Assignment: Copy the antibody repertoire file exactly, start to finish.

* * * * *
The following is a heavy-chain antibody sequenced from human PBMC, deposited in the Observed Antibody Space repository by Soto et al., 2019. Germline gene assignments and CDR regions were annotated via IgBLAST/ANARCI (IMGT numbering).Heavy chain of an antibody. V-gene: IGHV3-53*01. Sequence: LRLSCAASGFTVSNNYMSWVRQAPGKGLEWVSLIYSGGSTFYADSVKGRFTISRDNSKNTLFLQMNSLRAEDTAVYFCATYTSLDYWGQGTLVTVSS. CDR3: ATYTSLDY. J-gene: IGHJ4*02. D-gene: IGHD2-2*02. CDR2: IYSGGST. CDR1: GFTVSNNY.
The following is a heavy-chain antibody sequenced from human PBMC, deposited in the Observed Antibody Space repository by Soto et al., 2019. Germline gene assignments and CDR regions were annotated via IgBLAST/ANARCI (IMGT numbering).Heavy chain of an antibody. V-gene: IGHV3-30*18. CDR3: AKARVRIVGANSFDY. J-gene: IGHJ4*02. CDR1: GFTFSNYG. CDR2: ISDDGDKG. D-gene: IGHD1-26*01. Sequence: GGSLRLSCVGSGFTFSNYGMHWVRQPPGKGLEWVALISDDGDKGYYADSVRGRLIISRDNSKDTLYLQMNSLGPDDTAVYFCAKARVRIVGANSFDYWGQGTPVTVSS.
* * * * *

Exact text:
The following is a heavy-chain antibody sequenced from human PBMC, deposited in the Observed Antibody Space repository by Soto et al., 2019. Germline gene assignments and CDR regions were annotated via IgBLAST/ANARCI (IMGT numbering).Heavy chain of an antibody. V-gene: IGHV3-53*01. Sequence: LRLSCAASGFTVSNNYMSWVRQAPGKGLEWVSLIYSGGSTFYADSVKGRFTISRDNSKNTLFLQMNSLRAEDTAVYFCATYTSLDYWGQGTLVTVSS. CDR3: ATYTSLDY. J-gene: IGHJ4*02. D-gene: IGHD2-2*02. CDR2: IYSGGST. CDR1: GFTVSNNY.
The following is a heavy-chain antibody sequenced from human PBMC, deposited in the Observed Antibody Space repository by Soto et al., 2019. Germline gene assignments and CDR regions were annotated via IgBLAST/ANARCI (IMGT numbering).Heavy chain of an antibody. V-gene: IGHV3-30*18. CDR3: AKARVRIVGANSFDY. J-gene: IGHJ4*02. CDR1: GFTFSNYG. CDR2: ISDDGDKG. D-gene: IGHD1-26*01. Sequence: GGSLRLSCVGSGFTFSNYGMHWVRQPPGKGLEWVALISDDGDKGYYADSVRGRLIISRDNSKDTLYLQMNSLGPDDTAVYFCAKARVRIVGANSFDYWGQGTPVTVSS.